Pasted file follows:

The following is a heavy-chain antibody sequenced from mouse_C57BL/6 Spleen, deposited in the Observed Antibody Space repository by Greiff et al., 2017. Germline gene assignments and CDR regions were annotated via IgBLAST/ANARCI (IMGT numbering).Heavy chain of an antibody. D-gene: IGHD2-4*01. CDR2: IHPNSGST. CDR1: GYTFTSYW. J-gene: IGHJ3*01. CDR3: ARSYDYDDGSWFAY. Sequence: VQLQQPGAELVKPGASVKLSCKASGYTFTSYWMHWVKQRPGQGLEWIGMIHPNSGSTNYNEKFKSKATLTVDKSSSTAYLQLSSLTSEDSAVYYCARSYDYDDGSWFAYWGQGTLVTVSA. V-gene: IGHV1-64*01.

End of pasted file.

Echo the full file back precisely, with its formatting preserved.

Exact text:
The following is a heavy-chain antibody sequenced from mouse_C57BL/6 Spleen, deposited in the Observed Antibody Space repository by Greiff et al., 2017. Germline gene assignments and CDR regions were annotated via IgBLAST/ANARCI (IMGT numbering).Heavy chain of an antibody. D-gene: IGHD2-4*01. CDR2: IHPNSGST. CDR1: GYTFTSYW. J-gene: IGHJ3*01. CDR3: ARSYDYDDGSWFAY. Sequence: VQLQQPGAELVKPGASVKLSCKASGYTFTSYWMHWVKQRPGQGLEWIGMIHPNSGSTNYNEKFKSKATLTVDKSSSTAYLQLSSLTSEDSAVYYCARSYDYDDGSWFAYWGQGTLVTVSA. V-gene: IGHV1-64*01.